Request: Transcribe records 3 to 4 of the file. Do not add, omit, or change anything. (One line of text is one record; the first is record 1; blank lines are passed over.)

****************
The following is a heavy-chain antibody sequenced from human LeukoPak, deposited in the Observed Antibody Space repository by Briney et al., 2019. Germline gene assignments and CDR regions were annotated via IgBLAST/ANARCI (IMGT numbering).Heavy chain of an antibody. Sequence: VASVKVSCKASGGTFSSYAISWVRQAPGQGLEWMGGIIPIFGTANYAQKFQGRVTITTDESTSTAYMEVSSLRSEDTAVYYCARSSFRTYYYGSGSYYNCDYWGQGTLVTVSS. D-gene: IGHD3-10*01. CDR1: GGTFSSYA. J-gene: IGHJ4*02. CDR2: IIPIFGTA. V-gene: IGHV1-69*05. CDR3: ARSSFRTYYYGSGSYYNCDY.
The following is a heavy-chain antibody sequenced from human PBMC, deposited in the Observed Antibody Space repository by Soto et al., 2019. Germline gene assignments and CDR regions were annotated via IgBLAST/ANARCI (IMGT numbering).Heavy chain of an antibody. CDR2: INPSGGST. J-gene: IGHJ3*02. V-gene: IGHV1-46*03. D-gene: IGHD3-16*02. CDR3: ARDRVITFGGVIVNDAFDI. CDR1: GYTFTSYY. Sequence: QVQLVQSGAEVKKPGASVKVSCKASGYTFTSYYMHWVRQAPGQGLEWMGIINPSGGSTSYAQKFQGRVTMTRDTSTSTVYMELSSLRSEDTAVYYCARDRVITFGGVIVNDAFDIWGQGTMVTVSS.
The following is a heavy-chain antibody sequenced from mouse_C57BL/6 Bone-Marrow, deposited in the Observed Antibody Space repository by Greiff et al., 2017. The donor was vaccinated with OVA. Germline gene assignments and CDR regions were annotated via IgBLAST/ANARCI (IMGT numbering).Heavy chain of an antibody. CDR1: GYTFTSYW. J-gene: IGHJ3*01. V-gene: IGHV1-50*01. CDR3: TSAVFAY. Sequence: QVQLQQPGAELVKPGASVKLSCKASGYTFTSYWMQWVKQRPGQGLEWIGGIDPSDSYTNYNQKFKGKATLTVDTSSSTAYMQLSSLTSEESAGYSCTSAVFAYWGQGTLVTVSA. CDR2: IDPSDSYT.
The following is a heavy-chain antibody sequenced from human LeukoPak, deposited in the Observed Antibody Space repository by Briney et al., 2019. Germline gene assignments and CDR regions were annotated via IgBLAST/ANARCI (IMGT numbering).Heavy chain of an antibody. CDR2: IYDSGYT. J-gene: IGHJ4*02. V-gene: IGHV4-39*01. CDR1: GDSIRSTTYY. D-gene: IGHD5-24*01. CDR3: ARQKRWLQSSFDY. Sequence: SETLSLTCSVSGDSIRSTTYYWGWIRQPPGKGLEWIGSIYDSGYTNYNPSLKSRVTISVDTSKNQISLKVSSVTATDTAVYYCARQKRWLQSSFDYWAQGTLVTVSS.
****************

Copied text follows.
The following is a heavy-chain antibody sequenced from mouse_C57BL/6 Bone-Marrow, deposited in the Observed Antibody Space repository by Greiff et al., 2017. The donor was vaccinated with OVA. Germline gene assignments and CDR regions were annotated via IgBLAST/ANARCI (IMGT numbering).Heavy chain of an antibody. CDR1: GYTFTSYW. J-gene: IGHJ3*01. V-gene: IGHV1-50*01. CDR3: TSAVFAY. Sequence: QVQLQQPGAELVKPGASVKLSCKASGYTFTSYWMQWVKQRPGQGLEWIGGIDPSDSYTNYNQKFKGKATLTVDTSSSTAYMQLSSLTSEESAGYSCTSAVFAYWGQGTLVTVSA. CDR2: IDPSDSYT.
The following is a heavy-chain antibody sequenced from human LeukoPak, deposited in the Observed Antibody Space repository by Briney et al., 2019. Germline gene assignments and CDR regions were annotated via IgBLAST/ANARCI (IMGT numbering).Heavy chain of an antibody. CDR2: IYDSGYT. J-gene: IGHJ4*02. V-gene: IGHV4-39*01. CDR1: GDSIRSTTYY. D-gene: IGHD5-24*01. CDR3: ARQKRWLQSSFDY. Sequence: SETLSLTCSVSGDSIRSTTYYWGWIRQPPGKGLEWIGSIYDSGYTNYNPSLKSRVTISVDTSKNQISLKVSSVTATDTAVYYCARQKRWLQSSFDYWAQGTLVTVSS.